The tourism Mecca of Dalyan lies just 10 minutes down the road from Okçular. Dalyan is steeped in history and is set on a canvas of outstanding natural beauty with a beautiful lake on its doorstep.
İznik lies just south of İstanbul, about 2 days drive from Okçular (we always take the scenic route over the mountains). İznik too is steeped in history and sits at the edge of a large and beautiful lake.
There the similarities end; Dalyan town itself is bereft of charm; there is little to appeal to the eye with concrete villas set in their 500 cubic metre plots. The tea garden trees are dying, everywhere is paved with blocks that radiate the sun’s heat and graceful, old eucalyptus trees, which may not have been native but gave welcome dappled shade and ‘texture’ to the town centre were cut down and ghastly, out of place palm were planted.
In contrast, İznik feels and looks like a Turkish town; İznik has retained its trees and İznik has not fallen into the trap of paving everything in sight. The promenade area is grassed with little man-made promontaries and islands reaching into the lake. The whole feel of the town is of quiet gentility.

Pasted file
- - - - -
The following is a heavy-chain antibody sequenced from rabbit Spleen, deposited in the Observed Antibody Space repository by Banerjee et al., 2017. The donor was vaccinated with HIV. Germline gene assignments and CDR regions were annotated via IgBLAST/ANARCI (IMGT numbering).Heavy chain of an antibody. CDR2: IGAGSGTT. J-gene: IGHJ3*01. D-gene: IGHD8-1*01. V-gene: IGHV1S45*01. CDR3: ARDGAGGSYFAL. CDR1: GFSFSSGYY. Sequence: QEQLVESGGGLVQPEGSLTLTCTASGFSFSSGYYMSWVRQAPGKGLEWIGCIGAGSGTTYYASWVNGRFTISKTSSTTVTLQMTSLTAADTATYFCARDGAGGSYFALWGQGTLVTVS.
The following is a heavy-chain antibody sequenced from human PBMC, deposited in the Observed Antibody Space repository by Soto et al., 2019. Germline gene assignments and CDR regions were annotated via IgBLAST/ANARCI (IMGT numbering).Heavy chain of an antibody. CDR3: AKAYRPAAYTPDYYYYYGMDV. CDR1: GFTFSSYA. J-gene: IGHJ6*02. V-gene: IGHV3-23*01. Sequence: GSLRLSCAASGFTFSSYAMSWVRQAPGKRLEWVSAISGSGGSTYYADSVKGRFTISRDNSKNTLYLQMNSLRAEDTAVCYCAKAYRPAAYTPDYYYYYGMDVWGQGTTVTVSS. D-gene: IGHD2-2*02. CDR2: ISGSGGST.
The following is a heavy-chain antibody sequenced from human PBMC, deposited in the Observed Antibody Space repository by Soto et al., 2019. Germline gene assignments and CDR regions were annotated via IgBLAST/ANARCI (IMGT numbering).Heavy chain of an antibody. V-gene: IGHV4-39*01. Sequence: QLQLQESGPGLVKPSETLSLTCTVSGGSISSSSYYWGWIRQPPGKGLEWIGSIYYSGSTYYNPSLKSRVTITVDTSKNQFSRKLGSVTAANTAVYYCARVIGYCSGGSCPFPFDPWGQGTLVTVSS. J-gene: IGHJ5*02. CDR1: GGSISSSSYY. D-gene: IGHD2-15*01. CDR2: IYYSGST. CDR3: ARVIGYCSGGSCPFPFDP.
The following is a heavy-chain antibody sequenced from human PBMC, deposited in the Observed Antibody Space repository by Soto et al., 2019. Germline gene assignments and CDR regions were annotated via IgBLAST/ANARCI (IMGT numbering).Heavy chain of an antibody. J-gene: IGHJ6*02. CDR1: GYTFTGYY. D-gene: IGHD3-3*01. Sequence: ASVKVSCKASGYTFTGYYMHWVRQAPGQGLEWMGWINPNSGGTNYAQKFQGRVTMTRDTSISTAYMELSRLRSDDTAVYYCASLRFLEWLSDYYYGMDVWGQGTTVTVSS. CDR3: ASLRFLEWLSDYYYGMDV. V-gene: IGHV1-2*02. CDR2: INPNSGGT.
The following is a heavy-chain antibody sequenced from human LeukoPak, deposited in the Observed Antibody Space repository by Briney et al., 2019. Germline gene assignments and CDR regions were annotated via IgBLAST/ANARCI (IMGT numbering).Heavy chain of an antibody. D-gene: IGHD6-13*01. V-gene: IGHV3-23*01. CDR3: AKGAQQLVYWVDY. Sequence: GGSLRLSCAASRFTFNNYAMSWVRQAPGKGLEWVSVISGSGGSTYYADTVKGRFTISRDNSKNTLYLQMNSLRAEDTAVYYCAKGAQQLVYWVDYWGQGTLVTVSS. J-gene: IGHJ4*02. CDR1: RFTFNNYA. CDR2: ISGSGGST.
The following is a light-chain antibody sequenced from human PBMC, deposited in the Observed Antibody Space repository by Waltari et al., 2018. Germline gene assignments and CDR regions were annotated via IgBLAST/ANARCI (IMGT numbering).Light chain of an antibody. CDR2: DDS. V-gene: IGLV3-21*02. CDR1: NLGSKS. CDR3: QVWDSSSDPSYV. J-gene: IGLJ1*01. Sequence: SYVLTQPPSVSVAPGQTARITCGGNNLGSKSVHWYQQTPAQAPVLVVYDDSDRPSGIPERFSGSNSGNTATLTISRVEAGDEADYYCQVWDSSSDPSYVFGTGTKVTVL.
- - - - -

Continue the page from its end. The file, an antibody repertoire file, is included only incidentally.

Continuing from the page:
J and I have just returned from a trip to the province of Karabük in the north of the country. On the way home we diverted to spend a little time in İznik and we were both taken with the place – it is a really nice town.
Originally named Nicaea by the Greeks, it served as the interim capital city of the Byzantine Empire between 1204 and 1261, following the 4th Crusade in 1204, until the recapture of Constantinople by the Byzantines in 1261. Much of the original defensive walls still stand along with 2 imposing gates. The city and national authorities are carrying out restorations of old mosques, churches and hamams to the highest aesthetic standards using real craftsmen to do the jobs.
With the fall of Constantinople in 1453, the town lost a great degree of its importance, but later became a major centre with the creation of a local faïence pottery-making industry in the 17th century (known as the İznik Çini, Çin meaning China in Turkish – Chinese porcelain stood in great favour with the Sultans.) İznik tiles were used to decorate many of the mosques in İstanbul designed by Mimar Sinan. Attempts to recreate the perfection and colours of the early pottery glazes have proved elusive. As an aside, one of my prized possessions is an original İznik bowl; although slightly chipped the (hazardous) cobalt blue of the glaze can be found in no pieces other than these originals.